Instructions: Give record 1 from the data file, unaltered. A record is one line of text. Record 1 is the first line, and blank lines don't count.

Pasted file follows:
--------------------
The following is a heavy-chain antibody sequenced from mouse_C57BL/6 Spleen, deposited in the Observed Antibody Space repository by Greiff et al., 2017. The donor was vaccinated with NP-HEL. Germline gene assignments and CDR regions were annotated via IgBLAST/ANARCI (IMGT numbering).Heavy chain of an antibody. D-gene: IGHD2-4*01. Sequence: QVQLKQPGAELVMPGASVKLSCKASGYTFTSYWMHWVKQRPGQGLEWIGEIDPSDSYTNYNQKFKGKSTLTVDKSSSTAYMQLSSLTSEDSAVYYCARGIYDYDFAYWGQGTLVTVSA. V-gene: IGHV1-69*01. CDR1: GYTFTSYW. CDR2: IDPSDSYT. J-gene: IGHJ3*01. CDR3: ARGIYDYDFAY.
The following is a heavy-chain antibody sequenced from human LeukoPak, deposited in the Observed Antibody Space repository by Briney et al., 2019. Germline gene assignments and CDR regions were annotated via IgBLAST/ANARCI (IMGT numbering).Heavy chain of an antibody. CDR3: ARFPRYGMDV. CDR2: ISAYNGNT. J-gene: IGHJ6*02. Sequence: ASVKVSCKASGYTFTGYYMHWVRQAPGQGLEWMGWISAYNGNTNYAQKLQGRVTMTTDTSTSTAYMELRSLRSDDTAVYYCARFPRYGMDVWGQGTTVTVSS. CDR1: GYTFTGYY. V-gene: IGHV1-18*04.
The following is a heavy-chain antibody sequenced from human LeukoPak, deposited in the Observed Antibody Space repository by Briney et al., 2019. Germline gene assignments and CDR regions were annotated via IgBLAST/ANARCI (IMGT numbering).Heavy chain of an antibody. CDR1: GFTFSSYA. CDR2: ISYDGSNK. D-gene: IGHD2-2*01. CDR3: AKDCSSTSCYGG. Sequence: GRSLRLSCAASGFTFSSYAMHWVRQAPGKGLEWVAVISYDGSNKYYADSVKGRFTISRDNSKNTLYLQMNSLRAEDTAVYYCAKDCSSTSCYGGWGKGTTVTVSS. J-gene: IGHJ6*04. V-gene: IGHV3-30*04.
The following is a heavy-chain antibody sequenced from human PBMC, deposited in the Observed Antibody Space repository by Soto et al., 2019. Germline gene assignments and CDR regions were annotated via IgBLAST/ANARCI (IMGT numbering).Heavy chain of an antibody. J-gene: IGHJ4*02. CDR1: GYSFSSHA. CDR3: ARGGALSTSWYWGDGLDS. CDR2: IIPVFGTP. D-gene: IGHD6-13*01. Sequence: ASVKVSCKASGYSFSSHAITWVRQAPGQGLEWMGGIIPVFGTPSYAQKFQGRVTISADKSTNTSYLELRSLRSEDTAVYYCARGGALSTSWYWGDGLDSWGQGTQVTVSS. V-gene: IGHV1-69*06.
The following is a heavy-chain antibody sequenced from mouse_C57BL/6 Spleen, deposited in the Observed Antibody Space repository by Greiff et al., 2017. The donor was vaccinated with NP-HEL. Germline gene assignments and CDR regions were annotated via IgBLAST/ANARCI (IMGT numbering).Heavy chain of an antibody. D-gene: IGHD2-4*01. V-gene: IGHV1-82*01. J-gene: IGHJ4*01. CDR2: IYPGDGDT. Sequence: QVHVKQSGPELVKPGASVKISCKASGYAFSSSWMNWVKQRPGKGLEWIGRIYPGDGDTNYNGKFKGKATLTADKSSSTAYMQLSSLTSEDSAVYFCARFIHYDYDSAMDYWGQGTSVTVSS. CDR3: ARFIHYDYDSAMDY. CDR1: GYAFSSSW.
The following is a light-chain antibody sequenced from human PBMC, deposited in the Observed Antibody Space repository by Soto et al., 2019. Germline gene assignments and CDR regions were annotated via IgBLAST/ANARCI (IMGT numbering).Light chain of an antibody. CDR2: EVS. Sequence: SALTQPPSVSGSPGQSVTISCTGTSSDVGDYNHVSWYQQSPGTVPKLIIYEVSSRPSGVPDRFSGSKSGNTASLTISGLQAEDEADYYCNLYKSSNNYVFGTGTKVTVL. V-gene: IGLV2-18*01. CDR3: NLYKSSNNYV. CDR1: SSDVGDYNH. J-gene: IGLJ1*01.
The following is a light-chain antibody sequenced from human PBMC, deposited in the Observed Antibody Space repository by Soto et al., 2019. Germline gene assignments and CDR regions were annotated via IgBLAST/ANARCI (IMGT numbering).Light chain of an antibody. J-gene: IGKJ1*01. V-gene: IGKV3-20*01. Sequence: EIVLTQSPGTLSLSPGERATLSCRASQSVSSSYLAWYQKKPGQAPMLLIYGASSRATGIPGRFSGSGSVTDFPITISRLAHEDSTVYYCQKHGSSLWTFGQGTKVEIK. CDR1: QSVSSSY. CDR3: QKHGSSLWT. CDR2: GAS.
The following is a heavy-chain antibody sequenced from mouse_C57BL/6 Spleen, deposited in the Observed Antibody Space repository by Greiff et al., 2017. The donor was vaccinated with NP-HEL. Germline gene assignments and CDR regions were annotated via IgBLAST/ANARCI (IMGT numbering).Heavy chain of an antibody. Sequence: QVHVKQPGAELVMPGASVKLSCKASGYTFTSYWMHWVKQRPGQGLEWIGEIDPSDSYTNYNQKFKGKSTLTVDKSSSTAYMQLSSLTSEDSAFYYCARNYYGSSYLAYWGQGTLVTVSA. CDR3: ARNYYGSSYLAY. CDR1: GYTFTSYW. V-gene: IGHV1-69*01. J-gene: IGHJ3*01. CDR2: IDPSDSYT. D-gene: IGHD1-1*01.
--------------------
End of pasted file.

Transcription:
The following is a heavy-chain antibody sequenced from mouse_C57BL/6 Spleen, deposited in the Observed Antibody Space repository by Greiff et al., 2017. The donor was vaccinated with NP-HEL. Germline gene assignments and CDR regions were annotated via IgBLAST/ANARCI (IMGT numbering).Heavy chain of an antibody. D-gene: IGHD2-4*01. Sequence: QVQLKQPGAELVMPGASVKLSCKASGYTFTSYWMHWVKQRPGQGLEWIGEIDPSDSYTNYNQKFKGKSTLTVDKSSSTAYMQLSSLTSEDSAVYYCARGIYDYDFAYWGQGTLVTVSA. V-gene: IGHV1-69*01. CDR1: GYTFTSYW. CDR2: IDPSDSYT. J-gene: IGHJ3*01. CDR3: ARGIYDYDFAY.